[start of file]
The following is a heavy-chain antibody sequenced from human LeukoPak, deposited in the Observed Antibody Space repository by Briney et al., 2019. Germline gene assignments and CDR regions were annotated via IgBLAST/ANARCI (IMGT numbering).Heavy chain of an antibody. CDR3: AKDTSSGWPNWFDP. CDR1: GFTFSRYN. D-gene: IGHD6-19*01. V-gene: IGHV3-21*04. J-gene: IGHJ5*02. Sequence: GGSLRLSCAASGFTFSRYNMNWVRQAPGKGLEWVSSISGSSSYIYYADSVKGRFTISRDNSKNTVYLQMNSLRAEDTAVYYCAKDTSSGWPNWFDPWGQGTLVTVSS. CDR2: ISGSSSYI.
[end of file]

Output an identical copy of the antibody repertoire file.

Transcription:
The following is a heavy-chain antibody sequenced from human LeukoPak, deposited in the Observed Antibody Space repository by Briney et al., 2019. Germline gene assignments and CDR regions were annotated via IgBLAST/ANARCI (IMGT numbering).Heavy chain of an antibody. CDR3: AKDTSSGWPNWFDP. CDR1: GFTFSRYN. D-gene: IGHD6-19*01. V-gene: IGHV3-21*04. J-gene: IGHJ5*02. Sequence: GGSLRLSCAASGFTFSRYNMNWVRQAPGKGLEWVSSISGSSSYIYYADSVKGRFTISRDNSKNTVYLQMNSLRAEDTAVYYCAKDTSSGWPNWFDPWGQGTLVTVSS. CDR2: ISGSSSYI.